The cat command can also be useful for forcing a command to accept standard input in instances it might not. Consider the following:

echo 8 | sleep

The number "8" will be not accepted by the "sleep" command, since it was never really meant to accept standard input. Thus, sleep will disregard that input, complain about a lack of arguments, and exit. However, if one types:

echo 8 | sleep $(cat)

Many shells will expand this to sleep 8, and sleep will wait for 8 seconds before exiting. You can also do something similar with ssh:

command | ssh 'cat >> example-file'

This command with append example-file on the machine with the address of with whatever is outputted from "command".

And that's (probably) just scratching the surface. I'm sure I could find more example of cat being useful if I wanted to, but this post is long enough as it is. So, I'll conclude by saying this: asking the shell to anticipate all of these scenarios (and several others) is not really feasible.

  • I would end the last sentence by "is not easily feasible" Apr 13, 2019 at 5:55

Remember that a user could have a cat in his $PATH which is not exactly the POSIX cat (but perhaps some variant which could log something somewhere). In that case, you don't want the shell to remove it.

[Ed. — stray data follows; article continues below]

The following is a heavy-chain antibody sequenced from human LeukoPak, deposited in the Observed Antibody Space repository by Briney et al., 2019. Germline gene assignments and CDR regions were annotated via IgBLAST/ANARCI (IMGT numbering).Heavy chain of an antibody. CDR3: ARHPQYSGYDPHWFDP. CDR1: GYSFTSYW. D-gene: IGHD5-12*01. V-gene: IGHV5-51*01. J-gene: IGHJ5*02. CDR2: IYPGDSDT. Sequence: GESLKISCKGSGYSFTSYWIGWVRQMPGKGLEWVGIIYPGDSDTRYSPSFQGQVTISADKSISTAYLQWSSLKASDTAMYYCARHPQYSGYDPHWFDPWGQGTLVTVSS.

The PATH could change dynamically, and then cat is not what you believe it is. It would be quite difficult to write a shell doing the optimization you dream of.

Also, in practice, cat is a quite quick program. There are few practical reasons (except aesthetics) to avoid it.

See also the excellent Parsing POSIX [s]hell talk by Yann Regis-Gianas at FOSDEM2018. It gives other good reasons to avoid attempting doing what you dream of in a shell.

If performance was really an issue for shells, someone would have proposed a shell which uses sophisticated whole program compiler optimization, static source code analysis, and just-in-time compilation techniques (all these three domains have decades of progress and scientific publications and dedicated conferences, e.g. under SIGPLAN). Sadly, even as an interesting research topic, that is not currently funded by research agencies or venture capitalists, and I am deducing that it is simply not worth the effort. In other words, there is probably no significant market for optimizing shells. If you have half a million euro to spend on such research, you'll easily find someone to do it, and I believe it would give worthwhile results.